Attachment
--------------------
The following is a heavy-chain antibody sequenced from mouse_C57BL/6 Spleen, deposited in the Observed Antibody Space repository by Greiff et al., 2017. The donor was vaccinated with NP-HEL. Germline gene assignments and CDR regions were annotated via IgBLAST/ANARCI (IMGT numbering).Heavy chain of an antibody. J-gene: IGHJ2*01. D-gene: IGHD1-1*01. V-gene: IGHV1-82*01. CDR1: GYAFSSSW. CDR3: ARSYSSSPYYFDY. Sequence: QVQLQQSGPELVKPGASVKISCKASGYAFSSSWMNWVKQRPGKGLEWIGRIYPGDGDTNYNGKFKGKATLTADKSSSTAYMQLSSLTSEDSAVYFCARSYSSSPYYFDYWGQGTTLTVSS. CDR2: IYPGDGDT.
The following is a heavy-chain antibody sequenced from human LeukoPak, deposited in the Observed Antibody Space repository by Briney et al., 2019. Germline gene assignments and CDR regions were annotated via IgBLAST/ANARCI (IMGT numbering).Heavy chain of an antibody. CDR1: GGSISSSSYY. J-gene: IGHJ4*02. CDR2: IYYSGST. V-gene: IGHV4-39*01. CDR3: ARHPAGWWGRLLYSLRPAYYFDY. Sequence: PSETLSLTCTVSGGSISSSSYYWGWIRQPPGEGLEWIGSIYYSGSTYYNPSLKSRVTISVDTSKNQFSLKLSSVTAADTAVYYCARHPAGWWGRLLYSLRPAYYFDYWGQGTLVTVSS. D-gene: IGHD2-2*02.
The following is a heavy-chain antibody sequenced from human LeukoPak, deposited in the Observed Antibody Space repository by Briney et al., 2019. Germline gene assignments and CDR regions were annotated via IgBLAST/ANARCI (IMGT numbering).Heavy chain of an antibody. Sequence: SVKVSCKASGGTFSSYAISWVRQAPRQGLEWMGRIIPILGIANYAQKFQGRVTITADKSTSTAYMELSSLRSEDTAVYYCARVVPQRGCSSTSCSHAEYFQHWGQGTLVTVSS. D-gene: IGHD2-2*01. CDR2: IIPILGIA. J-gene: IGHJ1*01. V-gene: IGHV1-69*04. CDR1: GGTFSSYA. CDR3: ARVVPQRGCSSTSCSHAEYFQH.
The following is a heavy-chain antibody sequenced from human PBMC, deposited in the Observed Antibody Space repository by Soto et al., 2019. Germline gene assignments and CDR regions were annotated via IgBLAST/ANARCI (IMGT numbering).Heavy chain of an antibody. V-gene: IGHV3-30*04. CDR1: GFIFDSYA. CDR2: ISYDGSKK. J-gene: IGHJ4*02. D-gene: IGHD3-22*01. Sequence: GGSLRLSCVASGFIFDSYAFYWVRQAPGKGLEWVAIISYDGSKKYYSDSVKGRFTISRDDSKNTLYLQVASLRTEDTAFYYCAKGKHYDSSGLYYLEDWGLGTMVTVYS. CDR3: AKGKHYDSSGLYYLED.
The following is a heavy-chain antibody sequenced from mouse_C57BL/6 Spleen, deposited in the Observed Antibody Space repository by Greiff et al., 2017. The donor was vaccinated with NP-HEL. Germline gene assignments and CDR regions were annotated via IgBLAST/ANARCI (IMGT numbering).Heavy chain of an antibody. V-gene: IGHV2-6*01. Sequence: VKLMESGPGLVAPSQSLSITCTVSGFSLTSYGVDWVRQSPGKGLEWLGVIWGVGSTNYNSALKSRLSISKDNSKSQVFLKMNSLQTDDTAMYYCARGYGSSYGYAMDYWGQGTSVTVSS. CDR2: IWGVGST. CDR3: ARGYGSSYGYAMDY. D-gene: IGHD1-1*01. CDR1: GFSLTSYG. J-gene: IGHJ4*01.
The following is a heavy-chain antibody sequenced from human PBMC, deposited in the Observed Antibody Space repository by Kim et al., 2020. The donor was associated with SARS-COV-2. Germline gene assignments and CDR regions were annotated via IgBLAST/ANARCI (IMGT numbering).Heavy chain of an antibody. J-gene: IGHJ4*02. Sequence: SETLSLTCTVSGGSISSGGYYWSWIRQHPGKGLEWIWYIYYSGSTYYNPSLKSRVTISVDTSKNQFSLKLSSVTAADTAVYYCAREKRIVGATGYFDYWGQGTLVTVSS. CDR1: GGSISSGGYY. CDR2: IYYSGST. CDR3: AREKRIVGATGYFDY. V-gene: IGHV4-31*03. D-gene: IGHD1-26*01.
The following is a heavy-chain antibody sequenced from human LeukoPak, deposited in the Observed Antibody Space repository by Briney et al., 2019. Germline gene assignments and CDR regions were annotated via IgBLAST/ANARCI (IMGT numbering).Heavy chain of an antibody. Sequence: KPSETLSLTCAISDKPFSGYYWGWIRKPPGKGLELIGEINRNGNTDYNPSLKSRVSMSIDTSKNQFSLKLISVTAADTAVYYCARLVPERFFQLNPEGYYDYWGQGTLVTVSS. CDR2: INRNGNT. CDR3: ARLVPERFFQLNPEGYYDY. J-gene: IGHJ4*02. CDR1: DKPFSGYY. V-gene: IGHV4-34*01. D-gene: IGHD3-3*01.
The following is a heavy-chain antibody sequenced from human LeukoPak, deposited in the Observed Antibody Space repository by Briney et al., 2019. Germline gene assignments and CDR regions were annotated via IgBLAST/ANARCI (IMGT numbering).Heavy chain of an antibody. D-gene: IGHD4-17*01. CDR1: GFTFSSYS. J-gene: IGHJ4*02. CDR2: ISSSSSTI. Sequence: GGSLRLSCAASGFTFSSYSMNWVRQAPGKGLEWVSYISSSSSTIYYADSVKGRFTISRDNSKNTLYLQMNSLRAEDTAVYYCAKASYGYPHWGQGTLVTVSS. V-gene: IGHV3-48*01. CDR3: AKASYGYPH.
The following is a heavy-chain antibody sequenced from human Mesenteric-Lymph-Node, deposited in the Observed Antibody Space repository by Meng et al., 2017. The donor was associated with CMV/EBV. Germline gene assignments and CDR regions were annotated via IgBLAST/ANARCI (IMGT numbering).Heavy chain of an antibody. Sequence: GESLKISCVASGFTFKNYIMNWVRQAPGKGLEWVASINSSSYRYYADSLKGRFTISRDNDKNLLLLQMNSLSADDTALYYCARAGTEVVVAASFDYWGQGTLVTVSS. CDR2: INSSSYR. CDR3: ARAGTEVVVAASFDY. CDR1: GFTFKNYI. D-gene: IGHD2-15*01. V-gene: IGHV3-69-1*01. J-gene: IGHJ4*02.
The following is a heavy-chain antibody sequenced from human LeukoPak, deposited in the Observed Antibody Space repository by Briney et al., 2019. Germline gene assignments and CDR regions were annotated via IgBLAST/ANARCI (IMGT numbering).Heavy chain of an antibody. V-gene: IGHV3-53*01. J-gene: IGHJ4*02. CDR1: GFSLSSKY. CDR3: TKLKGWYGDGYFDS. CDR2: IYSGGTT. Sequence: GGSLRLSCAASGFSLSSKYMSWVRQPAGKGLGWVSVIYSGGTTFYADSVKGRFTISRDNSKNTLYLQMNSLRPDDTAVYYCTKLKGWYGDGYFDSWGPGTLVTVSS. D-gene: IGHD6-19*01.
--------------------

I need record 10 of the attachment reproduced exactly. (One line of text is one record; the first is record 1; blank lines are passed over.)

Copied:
The following is a heavy-chain antibody sequenced from human LeukoPak, deposited in the Observed Antibody Space repository by Briney et al., 2019. Germline gene assignments and CDR regions were annotated via IgBLAST/ANARCI (IMGT numbering).Heavy chain of an antibody. V-gene: IGHV3-53*01. J-gene: IGHJ4*02. CDR1: GFSLSSKY. CDR3: TKLKGWYGDGYFDS. CDR2: IYSGGTT. Sequence: GGSLRLSCAASGFSLSSKYMSWVRQPAGKGLGWVSVIYSGGTTFYADSVKGRFTISRDNSKNTLYLQMNSLRPDDTAVYYCTKLKGWYGDGYFDSWGPGTLVTVSS. D-gene: IGHD6-19*01.